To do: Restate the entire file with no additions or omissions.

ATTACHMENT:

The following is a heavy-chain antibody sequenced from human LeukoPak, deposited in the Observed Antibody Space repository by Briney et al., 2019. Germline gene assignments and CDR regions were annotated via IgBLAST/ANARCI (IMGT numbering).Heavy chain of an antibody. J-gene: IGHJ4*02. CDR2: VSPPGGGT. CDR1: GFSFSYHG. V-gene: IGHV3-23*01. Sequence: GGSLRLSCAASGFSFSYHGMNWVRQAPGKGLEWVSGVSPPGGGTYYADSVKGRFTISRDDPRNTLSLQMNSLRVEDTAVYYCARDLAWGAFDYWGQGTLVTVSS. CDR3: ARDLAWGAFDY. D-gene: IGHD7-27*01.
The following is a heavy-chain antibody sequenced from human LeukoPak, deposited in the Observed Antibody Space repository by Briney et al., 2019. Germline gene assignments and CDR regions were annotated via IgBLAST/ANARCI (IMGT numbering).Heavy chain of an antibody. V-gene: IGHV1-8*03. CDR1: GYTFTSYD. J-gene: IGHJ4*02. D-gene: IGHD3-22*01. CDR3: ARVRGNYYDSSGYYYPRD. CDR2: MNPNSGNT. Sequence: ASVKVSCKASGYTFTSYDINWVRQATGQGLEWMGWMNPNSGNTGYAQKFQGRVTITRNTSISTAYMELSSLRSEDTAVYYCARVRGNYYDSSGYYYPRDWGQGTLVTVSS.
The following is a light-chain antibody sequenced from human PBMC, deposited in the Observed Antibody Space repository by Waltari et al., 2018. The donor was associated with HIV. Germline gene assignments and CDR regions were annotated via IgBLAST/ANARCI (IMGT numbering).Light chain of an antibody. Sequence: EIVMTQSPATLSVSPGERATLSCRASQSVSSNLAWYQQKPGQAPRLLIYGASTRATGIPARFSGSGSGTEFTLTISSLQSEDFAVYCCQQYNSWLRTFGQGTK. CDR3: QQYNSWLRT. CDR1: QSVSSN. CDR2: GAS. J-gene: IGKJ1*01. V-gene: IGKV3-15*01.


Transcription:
The following is a heavy-chain antibody sequenced from human LeukoPak, deposited in the Observed Antibody Space repository by Briney et al., 2019. Germline gene assignments and CDR regions were annotated via IgBLAST/ANARCI (IMGT numbering).Heavy chain of an antibody. J-gene: IGHJ4*02. CDR2: VSPPGGGT. CDR1: GFSFSYHG. V-gene: IGHV3-23*01. Sequence: GGSLRLSCAASGFSFSYHGMNWVRQAPGKGLEWVSGVSPPGGGTYYADSVKGRFTISRDDPRNTLSLQMNSLRVEDTAVYYCARDLAWGAFDYWGQGTLVTVSS. CDR3: ARDLAWGAFDY. D-gene: IGHD7-27*01.
The following is a heavy-chain antibody sequenced from human LeukoPak, deposited in the Observed Antibody Space repository by Briney et al., 2019. Germline gene assignments and CDR regions were annotated via IgBLAST/ANARCI (IMGT numbering).Heavy chain of an antibody. V-gene: IGHV1-8*03. CDR1: GYTFTSYD. J-gene: IGHJ4*02. D-gene: IGHD3-22*01. CDR3: ARVRGNYYDSSGYYYPRD. CDR2: MNPNSGNT. Sequence: ASVKVSCKASGYTFTSYDINWVRQATGQGLEWMGWMNPNSGNTGYAQKFQGRVTITRNTSISTAYMELSSLRSEDTAVYYCARVRGNYYDSSGYYYPRDWGQGTLVTVSS.
The following is a light-chain antibody sequenced from human PBMC, deposited in the Observed Antibody Space repository by Waltari et al., 2018. The donor was associated with HIV. Germline gene assignments and CDR regions were annotated via IgBLAST/ANARCI (IMGT numbering).Light chain of an antibody. Sequence: EIVMTQSPATLSVSPGERATLSCRASQSVSSNLAWYQQKPGQAPRLLIYGASTRATGIPARFSGSGSGTEFTLTISSLQSEDFAVYCCQQYNSWLRTFGQGTK. CDR3: QQYNSWLRT. CDR1: QSVSSN. CDR2: GAS. J-gene: IGKJ1*01. V-gene: IGKV3-15*01.